I'm having a hard time getting moving on my next novel. Robrek is going to be absent for most of the novel, and it will focus on Samantha. Samantha has always been harder for me to write than Robrek. Partially because the fairy tales was about Robbie with Samantha as an unnamed prize, so I had to make her story up from scratch. Partially because I struggle with the desire to present women as flawless feminist icons. Women have been portrayed in literature too often as weak bimbos, and I feel a desire to make up for this slander of my gender. However, flaws are what makes a character interesting, and an icon isn't a character and isn't interesting. And I think partially because of my love for the tortured soul. Robrek is a tortured soul. Samantha is not. There may be other factors in play as well, but I have not to do a lot more rewriting on Samantha than I ever have on Robrek.
I had an idea for the novel, but I found my idea had a fatal flaw. It bored me. Being bored with your own work is a sign of tremendous trouble. If it doesn't interest you, it certainly isn't going to interest anyone else. So I've had to go back to the drawing board. I hope to have better news in coming weeks, but for now, enjoy Samantha's first scene in the as yet unnamed novel.
The Queen Samantha looked down from the palace battlements into the garden below, her right hand resting on her swollen belly. She’d give birth any day now.
Six months ago when Robbie had been brought back alive, she was certain that everything would be fine. She hadn’t care that he was disfigured, and it didn’t matter to her when the other healers said they could no longer feel his power, that it seemed to have been burned out of him. Even without his exotic good looks and his magic, he was the man she loved. All that mattered was that they would still be together. But when he’d regained consciousness, he failed to acknowledge her, acknowledge anyone or anything. It was almost as if his soul had died although his body still breathed and his heart beat. Having him here but not recognizing her was almost worse than not having him at all. The healers had tried to bring him back, but they said there was nothing inside they could hang onto, nothing within him that responded to their magic.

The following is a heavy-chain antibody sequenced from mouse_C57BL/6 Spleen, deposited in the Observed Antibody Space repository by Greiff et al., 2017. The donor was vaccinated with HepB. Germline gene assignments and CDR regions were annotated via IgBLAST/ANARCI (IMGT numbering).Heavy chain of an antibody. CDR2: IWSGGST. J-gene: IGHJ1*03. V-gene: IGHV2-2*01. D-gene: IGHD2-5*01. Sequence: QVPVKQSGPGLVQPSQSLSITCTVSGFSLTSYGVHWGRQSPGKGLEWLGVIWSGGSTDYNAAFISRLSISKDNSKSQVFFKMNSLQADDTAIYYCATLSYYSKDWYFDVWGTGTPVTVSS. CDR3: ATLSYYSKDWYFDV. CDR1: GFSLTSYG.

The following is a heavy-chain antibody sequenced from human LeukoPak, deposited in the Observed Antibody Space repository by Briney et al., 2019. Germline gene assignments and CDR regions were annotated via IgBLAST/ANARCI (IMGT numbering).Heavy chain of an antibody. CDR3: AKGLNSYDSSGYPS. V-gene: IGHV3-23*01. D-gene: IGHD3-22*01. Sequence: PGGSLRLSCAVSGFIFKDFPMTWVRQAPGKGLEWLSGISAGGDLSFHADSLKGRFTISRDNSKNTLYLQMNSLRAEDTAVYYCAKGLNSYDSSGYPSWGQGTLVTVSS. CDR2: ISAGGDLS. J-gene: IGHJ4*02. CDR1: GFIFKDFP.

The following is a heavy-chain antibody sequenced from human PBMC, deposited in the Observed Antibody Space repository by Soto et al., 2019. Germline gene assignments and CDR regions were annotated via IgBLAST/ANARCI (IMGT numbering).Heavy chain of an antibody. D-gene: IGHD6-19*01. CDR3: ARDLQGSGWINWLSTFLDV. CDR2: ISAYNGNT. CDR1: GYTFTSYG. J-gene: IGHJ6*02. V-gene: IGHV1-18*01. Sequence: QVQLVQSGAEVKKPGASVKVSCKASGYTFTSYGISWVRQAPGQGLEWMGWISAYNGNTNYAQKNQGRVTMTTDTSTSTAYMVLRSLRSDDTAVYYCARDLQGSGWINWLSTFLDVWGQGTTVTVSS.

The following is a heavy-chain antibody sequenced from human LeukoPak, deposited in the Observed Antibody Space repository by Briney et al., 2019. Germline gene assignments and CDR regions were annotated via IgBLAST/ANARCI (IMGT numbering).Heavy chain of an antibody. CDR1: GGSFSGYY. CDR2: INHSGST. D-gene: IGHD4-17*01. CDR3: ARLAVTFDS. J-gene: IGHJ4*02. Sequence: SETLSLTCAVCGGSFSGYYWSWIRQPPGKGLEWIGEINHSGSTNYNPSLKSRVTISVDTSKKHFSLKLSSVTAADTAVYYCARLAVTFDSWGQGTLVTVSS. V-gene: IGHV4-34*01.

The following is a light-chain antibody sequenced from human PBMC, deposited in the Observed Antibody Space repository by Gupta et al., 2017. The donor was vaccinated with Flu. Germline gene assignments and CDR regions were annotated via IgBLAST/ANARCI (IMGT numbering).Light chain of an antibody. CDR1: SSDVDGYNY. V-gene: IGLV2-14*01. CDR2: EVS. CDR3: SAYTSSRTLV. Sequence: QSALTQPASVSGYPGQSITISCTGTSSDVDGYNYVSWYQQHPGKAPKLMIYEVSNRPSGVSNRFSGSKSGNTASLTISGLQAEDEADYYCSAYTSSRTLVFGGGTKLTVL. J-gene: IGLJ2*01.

The door opened, and Slathek, Robbie’s uncle, stepped out onto the battlement. She nodded to her guards to allow him to approach, then quickly looked away. His eyes were black instead of green, but otherwise, he looked like a slightly older version of the man she loved. It hurt to see him healthy and well when her beloved was gone.
Slathek bowed. “Your Majesty.”
“Uncle.” The title brought a surge of pain. The last one she’d called “uncle” had betrayed her, and she’d been forced to have him beheaded. This uncle wanted to take Robbie from her.
“Still no change?” he asked.
“None.” She blinked back tears.
“Let me take him home with me,” he asked, not for the first time. “In Mahngbhayo magic is stronger. Perhaps the healers there can find a way to heal him.”
She shook her head. “When Brianna is born, everything will be fine. He can’t fail to acknowledge his newborn daughter. She will bring him back.” All her hopes rested on this slim hope. The healers all said Brianna had powerful magic. It was different than theirs, they said, and they didn’t understand its shape, but as the daughter of an aurora and a healer, her magic would be strong. That power combined with the natural love between parent and child would draw Robbie back from wherever he’d gone, would make him truly alive again.
“If Brianna fails to bring him back, if she can’t, will you let him go with me?”
“She won’t fail.” Samantha turned and stalked off. She couldn’t have this hope questioned. It was the one thread she’d been grasping since the day Robbie woke up and failed to say her name.